"Brandon McRae and Jamayel Smith get open a lot so it's a good challenge for our defense. We have four or five good receivers and if we can stop them we can stop anybody in the SEC."

By the same token, this upperclassman is convinced the Dog defense really should hold its own in conference competition. Especially at linebacker, where there is both experience and depth. "We should be real good," Chaney says. "We've got me, K.J., Dominic. And Jamie Jones, Terrell Johnson, and some good freshmen coming in to fit in roles. We'll see what they've got when we put the pads on, which freshmen are going to step up and play key roles for us this coming season."

Chaney's mention of rookies, whether redshirts or new arrivals, is intentional. He and Anthony Littlejohn are the elder Dogs of this group, along with second-year senior Douglas, so they carry an extra responsibility into this final season. Especially middle-man Chaney. While he definitely means to lead the team in tackles for a second-straight season, he is being asked to set another sort of pace with this squad.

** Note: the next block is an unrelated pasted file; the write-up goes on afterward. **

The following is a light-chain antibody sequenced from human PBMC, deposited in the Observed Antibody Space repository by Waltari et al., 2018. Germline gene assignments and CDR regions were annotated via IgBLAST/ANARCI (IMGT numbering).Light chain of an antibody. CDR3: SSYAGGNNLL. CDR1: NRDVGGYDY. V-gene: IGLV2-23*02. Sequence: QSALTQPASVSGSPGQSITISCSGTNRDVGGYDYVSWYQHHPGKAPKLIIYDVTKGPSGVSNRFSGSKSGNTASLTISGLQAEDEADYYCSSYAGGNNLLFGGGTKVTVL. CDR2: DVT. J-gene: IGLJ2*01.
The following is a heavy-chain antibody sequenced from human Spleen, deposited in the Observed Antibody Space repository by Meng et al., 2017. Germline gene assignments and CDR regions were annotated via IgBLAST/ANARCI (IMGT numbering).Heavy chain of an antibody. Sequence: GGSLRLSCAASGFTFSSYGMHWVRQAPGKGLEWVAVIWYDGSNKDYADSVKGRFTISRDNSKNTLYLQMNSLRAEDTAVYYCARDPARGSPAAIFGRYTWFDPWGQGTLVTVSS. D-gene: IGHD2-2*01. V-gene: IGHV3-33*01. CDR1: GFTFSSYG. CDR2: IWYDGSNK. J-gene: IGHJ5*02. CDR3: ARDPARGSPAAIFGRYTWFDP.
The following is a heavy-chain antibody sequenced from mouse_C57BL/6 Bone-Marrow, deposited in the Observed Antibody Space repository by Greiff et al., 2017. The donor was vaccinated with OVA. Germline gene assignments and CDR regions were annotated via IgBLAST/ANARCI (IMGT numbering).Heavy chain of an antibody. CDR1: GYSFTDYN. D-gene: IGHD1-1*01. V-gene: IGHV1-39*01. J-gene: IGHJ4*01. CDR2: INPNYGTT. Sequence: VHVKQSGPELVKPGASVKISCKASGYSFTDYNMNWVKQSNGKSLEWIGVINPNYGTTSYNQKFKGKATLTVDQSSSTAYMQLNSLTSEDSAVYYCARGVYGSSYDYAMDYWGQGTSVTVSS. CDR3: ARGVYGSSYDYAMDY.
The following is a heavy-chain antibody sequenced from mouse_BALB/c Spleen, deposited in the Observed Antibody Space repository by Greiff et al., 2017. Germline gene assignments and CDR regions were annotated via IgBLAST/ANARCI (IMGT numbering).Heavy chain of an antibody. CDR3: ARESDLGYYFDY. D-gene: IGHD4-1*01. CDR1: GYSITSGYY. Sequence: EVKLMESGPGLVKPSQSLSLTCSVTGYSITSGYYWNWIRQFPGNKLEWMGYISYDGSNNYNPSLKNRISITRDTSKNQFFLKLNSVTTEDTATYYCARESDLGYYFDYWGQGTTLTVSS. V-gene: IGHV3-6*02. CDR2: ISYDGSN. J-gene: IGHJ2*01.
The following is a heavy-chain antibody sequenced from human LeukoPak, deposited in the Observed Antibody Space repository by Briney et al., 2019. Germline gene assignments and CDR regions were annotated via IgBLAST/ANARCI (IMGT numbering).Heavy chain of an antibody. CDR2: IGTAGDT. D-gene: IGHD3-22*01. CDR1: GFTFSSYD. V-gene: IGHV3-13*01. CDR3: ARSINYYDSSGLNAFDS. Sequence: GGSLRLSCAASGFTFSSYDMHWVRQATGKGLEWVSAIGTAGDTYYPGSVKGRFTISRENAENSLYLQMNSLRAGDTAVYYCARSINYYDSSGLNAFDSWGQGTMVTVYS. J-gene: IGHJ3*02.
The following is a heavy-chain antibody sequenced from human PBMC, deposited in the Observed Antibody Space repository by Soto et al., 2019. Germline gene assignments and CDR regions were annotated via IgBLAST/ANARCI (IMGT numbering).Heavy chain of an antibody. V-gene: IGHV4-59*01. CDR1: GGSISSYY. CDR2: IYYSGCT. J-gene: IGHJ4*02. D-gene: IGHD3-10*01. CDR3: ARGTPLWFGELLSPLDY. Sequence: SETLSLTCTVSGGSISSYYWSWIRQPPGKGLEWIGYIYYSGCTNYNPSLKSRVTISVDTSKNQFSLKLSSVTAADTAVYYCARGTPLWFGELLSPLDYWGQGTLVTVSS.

"Just being more of a leader and make sure that everything on the defense is polished. Making sure we do the right things, all the little things. And getting the younger linebackers ready for when I leave so there won't be any drop-off."

Talking about the team after he leaves is another sign of the maturity Chaney has gained over the seasons. He's had his challenges, the largest right at the start when denied entrance at Georgia. The second-choice of Mississippi State has proved the best for his long-term development. Though, he would like to complete his SEC career with a special trip to the Peach State. In December, that is.

"I don't want it to end but it will in six months. So I want it to end with a SEC championship or something like that. I just want to be one of the best linebackers in the SEC and in the country. I mean, lead my team to a championship. And do whatever I can to help the team. Going out with a SEC championship is the biggest bang there can be."

Before that there will be a lot more banging around the practice field preparing for a senior season. Not this month of course. But come August and the second week of drills, Chaney and the linebackers will be more than ready to remind those throwers and catchers that it isn't tag-football anymore.

"When we put the pads on we'll see how everybody is."